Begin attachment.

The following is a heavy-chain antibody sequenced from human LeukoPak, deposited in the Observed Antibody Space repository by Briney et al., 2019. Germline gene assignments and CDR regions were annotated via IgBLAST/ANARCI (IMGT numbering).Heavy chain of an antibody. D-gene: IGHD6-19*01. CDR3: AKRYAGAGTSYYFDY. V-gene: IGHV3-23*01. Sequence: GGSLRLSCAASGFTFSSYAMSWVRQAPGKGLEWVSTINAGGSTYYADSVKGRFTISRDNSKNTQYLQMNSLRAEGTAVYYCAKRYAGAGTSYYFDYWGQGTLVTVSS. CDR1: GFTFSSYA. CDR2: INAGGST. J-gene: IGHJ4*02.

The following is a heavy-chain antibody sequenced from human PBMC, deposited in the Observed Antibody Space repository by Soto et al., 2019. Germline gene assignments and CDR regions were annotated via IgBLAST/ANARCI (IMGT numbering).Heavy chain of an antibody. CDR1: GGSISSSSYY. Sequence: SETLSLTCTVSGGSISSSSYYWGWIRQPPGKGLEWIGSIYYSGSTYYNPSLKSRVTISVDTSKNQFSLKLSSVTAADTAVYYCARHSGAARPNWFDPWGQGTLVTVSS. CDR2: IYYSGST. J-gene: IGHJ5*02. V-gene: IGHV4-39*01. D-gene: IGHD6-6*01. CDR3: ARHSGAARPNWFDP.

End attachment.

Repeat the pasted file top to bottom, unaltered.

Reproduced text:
The following is a heavy-chain antibody sequenced from human LeukoPak, deposited in the Observed Antibody Space repository by Briney et al., 2019. Germline gene assignments and CDR regions were annotated via IgBLAST/ANARCI (IMGT numbering).Heavy chain of an antibody. D-gene: IGHD6-19*01. CDR3: AKRYAGAGTSYYFDY. V-gene: IGHV3-23*01. Sequence: GGSLRLSCAASGFTFSSYAMSWVRQAPGKGLEWVSTINAGGSTYYADSVKGRFTISRDNSKNTQYLQMNSLRAEGTAVYYCAKRYAGAGTSYYFDYWGQGTLVTVSS. CDR1: GFTFSSYA. CDR2: INAGGST. J-gene: IGHJ4*02.

The following is a heavy-chain antibody sequenced from human PBMC, deposited in the Observed Antibody Space repository by Soto et al., 2019. Germline gene assignments and CDR regions were annotated via IgBLAST/ANARCI (IMGT numbering).Heavy chain of an antibody. CDR1: GGSISSSSYY. Sequence: SETLSLTCTVSGGSISSSSYYWGWIRQPPGKGLEWIGSIYYSGSTYYNPSLKSRVTISVDTSKNQFSLKLSSVTAADTAVYYCARHSGAARPNWFDPWGQGTLVTVSS. CDR2: IYYSGST. J-gene: IGHJ5*02. V-gene: IGHV4-39*01. D-gene: IGHD6-6*01. CDR3: ARHSGAARPNWFDP.